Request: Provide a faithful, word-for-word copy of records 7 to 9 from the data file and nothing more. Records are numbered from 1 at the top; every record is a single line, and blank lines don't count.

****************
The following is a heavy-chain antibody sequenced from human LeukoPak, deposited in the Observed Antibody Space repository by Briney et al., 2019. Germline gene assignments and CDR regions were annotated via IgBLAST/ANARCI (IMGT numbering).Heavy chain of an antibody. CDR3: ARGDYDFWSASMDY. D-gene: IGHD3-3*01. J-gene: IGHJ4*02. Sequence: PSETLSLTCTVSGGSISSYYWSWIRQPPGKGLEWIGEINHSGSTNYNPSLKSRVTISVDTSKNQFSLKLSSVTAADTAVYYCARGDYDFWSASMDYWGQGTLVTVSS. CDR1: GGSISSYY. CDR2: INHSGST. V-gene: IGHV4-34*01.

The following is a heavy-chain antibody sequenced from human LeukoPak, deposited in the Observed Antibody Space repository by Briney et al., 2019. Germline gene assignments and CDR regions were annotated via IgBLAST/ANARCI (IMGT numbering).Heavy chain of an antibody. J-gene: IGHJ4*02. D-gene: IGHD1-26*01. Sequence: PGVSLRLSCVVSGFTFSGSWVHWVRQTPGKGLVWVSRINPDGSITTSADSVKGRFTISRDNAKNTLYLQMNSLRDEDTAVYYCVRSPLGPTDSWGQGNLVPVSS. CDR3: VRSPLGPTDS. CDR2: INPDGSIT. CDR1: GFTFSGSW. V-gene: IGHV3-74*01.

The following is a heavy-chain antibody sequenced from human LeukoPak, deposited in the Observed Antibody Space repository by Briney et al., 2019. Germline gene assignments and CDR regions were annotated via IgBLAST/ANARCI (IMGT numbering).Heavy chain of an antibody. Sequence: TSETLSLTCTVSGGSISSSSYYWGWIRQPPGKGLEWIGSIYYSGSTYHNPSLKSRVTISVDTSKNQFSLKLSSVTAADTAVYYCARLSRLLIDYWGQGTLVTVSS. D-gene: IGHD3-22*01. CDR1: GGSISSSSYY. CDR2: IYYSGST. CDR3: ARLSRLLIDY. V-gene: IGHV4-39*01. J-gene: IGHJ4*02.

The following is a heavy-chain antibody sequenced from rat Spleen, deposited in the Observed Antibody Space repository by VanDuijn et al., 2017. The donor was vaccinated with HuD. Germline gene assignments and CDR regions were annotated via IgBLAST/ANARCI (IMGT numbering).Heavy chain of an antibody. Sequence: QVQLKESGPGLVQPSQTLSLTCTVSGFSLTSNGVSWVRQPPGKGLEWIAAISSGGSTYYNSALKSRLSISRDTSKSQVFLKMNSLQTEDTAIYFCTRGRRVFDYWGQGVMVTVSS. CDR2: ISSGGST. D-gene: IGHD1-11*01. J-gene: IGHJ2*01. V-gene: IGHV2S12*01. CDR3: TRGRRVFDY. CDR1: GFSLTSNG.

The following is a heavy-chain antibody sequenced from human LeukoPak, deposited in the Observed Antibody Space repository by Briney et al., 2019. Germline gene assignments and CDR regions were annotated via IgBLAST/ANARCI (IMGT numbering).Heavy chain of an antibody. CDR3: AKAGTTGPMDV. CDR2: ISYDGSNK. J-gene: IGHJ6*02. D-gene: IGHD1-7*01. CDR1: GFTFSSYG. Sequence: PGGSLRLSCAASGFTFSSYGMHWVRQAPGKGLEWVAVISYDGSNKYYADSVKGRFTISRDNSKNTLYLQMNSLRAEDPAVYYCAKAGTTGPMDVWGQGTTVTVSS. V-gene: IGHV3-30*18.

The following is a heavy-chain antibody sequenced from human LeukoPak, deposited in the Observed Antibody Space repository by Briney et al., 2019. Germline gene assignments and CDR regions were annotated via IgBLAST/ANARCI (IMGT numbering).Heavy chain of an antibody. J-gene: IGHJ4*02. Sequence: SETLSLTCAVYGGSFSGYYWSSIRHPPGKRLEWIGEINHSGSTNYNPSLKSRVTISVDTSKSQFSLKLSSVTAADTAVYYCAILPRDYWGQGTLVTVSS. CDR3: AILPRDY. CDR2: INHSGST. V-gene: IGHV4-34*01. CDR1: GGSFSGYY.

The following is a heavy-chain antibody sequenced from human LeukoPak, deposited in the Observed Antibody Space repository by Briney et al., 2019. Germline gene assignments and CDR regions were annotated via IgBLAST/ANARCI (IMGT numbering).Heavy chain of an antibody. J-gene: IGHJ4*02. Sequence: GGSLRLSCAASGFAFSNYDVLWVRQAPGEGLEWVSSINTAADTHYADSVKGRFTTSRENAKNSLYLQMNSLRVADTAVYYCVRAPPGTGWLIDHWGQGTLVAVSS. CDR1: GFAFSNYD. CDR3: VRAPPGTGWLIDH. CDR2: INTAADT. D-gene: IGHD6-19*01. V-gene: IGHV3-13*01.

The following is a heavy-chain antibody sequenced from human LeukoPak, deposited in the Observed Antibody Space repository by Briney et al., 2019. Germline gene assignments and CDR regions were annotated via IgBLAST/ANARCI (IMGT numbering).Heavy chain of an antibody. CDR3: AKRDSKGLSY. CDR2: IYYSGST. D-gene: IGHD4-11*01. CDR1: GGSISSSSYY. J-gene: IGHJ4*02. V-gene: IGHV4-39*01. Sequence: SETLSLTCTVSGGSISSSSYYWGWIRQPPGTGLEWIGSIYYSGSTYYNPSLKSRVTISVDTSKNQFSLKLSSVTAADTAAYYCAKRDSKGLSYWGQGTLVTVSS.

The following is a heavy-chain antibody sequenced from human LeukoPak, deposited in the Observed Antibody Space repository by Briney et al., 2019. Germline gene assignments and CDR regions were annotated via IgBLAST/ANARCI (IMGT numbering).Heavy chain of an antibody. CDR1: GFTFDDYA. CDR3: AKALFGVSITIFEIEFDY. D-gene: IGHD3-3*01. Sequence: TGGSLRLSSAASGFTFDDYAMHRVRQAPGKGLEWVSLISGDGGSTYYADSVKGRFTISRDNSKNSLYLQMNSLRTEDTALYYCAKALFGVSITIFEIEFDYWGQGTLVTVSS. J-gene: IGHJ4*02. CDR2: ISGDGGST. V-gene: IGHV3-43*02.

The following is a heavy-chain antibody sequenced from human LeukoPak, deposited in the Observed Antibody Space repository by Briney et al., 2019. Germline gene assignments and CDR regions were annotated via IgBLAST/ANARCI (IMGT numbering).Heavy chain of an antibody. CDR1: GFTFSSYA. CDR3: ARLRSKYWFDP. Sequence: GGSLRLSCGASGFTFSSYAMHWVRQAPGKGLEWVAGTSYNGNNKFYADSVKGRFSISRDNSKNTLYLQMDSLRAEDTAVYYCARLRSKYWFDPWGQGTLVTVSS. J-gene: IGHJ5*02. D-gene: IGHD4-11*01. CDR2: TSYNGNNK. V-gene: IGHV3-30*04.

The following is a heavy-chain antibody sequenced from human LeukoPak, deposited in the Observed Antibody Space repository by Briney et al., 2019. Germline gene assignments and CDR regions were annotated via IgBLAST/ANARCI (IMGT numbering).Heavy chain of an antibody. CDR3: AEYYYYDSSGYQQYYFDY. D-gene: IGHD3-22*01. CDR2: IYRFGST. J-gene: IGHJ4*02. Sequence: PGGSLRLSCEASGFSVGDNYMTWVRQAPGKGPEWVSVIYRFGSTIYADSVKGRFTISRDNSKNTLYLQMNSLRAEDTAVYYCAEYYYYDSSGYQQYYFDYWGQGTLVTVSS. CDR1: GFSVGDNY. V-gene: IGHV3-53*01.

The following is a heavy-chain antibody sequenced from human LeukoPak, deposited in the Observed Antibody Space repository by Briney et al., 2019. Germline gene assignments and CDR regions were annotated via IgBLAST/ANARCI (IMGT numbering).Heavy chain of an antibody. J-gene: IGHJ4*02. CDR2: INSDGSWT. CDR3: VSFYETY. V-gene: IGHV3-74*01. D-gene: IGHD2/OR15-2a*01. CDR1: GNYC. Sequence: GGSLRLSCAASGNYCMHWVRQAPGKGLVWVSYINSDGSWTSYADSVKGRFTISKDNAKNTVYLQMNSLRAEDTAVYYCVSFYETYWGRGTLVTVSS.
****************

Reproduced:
The following is a heavy-chain antibody sequenced from human LeukoPak, deposited in the Observed Antibody Space repository by Briney et al., 2019. Germline gene assignments and CDR regions were annotated via IgBLAST/ANARCI (IMGT numbering).Heavy chain of an antibody. J-gene: IGHJ4*02. Sequence: GGSLRLSCAASGFAFSNYDVLWVRQAPGEGLEWVSSINTAADTHYADSVKGRFTTSRENAKNSLYLQMNSLRVADTAVYYCVRAPPGTGWLIDHWGQGTLVAVSS. CDR1: GFAFSNYD. CDR3: VRAPPGTGWLIDH. CDR2: INTAADT. D-gene: IGHD6-19*01. V-gene: IGHV3-13*01.

The following is a heavy-chain antibody sequenced from human LeukoPak, deposited in the Observed Antibody Space repository by Briney et al., 2019. Germline gene assignments and CDR regions were annotated via IgBLAST/ANARCI (IMGT numbering).Heavy chain of an antibody. CDR3: AKRDSKGLSY. CDR2: IYYSGST. D-gene: IGHD4-11*01. CDR1: GGSISSSSYY. J-gene: IGHJ4*02. V-gene: IGHV4-39*01. Sequence: SETLSLTCTVSGGSISSSSYYWGWIRQPPGTGLEWIGSIYYSGSTYYNPSLKSRVTISVDTSKNQFSLKLSSVTAADTAAYYCAKRDSKGLSYWGQGTLVTVSS.

The following is a heavy-chain antibody sequenced from human LeukoPak, deposited in the Observed Antibody Space repository by Briney et al., 2019. Germline gene assignments and CDR regions were annotated via IgBLAST/ANARCI (IMGT numbering).Heavy chain of an antibody. CDR1: GFTFDDYA. CDR3: AKALFGVSITIFEIEFDY. D-gene: IGHD3-3*01. Sequence: TGGSLRLSSAASGFTFDDYAMHRVRQAPGKGLEWVSLISGDGGSTYYADSVKGRFTISRDNSKNSLYLQMNSLRTEDTALYYCAKALFGVSITIFEIEFDYWGQGTLVTVSS. J-gene: IGHJ4*02. CDR2: ISGDGGST. V-gene: IGHV3-43*02.